What is Drug Diversion?Drug Diversion is when physicians and other healthcare professionals divert or use drugs intended for patients. Hospital and health system leaders can minimize this risk by not overlooking the security and proper disposal of controlled substances - an important, waste stream for them.
Common Causes of Drug DiversionEasy access to medications, overcrowded ERs and the 24/7 pace of patient care, can make it easy for diversion to occur. An array of regional newspapers from Virginia to Florida, Arkansas, Iowa and California, show nurses, pharmacists and other healthcare workers charged with this crime, which significantly dents hospital reputations and bottom lines.
Federal Regulations for Controlled SubstancesIn 2014, the Drug Enforcement Administration (DEA) issued new regulations that “controlled substances be rendered irretrievable and unusable after disposal.” The DEA requires that health care professionals wasting a controlled substance have an independent witness who documents and verifies the amount wasted matches what the user documented while also observing the substances being disposed.
Don Albaugh, formerly with the Louis Stokes Cleveland VA Medical Center, piloted different options after the DEA regulations took effect. Ultimately, he chose the Stericycle’s CsRx® Controlled Substance WasteTM Service as other programs were “costly and there was a lot of maintenance involved…”. “We have a 1-gallon container on each medication cart right next to the drug-dispensing machines, so you don’t have to walk to the medication room to waste, and a 3-gallon container in each OR. People aren’t going to do this unless you make it easy.”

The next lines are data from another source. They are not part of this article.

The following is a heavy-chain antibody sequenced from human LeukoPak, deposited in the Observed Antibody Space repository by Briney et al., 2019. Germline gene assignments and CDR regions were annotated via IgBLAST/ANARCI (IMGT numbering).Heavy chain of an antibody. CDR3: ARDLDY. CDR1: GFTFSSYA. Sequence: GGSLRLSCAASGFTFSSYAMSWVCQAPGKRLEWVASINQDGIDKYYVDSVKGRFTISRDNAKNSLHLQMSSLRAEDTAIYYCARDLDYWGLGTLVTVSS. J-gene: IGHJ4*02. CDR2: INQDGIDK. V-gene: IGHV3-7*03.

Taking steps to manage controlled substance includes making sure that expired or unused controlled substances can never go into sharps containers - one of many ways a determined person can divert.
Drug Diversion PreventionStericycle’s Controlled Substance Disposal Program can help your organization prevent drug diversion. The containers have lockable wall-mount brackets and one-way lids, preventing hands, sharps, vials or ampules from entering. Once inside, the carbon deactivates pills, patches or liquids. Before shipping for disposal, a solidifier is used as a final security measure. Stericycle technicians will fill containers with water, exchange when full, and handle the disposal of the full containers. For hospitals without a technician, a simple self-service system is available.
Brian O’Neal, PharmD, the Senior Director of Pharmacy and Biomedical Engineering at Children’s Mercy Hospital, in Kansas City, Mo., describes. “While the DEA has not endorsed any (products)… it would be difficult for hospitals to set up a compliant, in-house solution.”
In the article, Stericycle’s Gerry van Domelen adds to “The 10 Best Practices for Waste Management” as he highlights the need for secure sharps and pharmaceutical waste containers, and educating staff on proper procedures. His recommendations are here with new guidelines by the American Society of Health Pharmacists and the Institute for Safe Medication practices.